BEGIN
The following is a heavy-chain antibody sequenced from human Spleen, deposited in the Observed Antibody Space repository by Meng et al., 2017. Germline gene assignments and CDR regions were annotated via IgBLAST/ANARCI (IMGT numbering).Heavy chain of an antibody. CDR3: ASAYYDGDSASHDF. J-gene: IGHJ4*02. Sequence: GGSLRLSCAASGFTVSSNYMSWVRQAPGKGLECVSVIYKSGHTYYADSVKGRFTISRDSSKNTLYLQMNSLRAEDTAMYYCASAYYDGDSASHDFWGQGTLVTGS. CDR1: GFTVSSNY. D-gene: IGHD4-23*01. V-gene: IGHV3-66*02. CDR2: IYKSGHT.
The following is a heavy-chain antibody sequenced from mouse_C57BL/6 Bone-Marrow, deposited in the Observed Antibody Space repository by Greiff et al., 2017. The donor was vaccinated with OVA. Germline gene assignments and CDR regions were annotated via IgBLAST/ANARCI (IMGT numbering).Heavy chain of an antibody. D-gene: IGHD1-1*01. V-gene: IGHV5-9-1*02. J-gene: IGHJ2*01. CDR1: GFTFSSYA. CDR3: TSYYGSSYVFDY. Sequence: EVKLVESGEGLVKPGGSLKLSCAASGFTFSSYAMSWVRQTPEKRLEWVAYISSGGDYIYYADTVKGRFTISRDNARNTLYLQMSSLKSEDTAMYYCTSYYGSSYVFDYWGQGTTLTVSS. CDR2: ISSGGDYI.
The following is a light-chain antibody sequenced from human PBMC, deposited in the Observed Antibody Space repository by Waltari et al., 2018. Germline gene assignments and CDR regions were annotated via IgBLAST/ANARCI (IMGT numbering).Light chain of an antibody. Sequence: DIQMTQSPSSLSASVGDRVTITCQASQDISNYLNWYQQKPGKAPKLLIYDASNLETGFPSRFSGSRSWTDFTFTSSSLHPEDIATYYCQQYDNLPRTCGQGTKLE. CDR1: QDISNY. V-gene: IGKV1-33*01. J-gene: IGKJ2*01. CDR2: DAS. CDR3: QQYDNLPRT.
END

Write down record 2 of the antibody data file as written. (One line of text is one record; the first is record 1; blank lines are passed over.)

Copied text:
The following is a heavy-chain antibody sequenced from mouse_C57BL/6 Bone-Marrow, deposited in the Observed Antibody Space repository by Greiff et al., 2017. The donor was vaccinated with OVA. Germline gene assignments and CDR regions were annotated via IgBLAST/ANARCI (IMGT numbering).Heavy chain of an antibody. D-gene: IGHD1-1*01. V-gene: IGHV5-9-1*02. J-gene: IGHJ2*01. CDR1: GFTFSSYA. CDR3: TSYYGSSYVFDY. Sequence: EVKLVESGEGLVKPGGSLKLSCAASGFTFSSYAMSWVRQTPEKRLEWVAYISSGGDYIYYADTVKGRFTISRDNARNTLYLQMSSLKSEDTAMYYCTSYYGSSYVFDYWGQGTTLTVSS. CDR2: ISSGGDYI.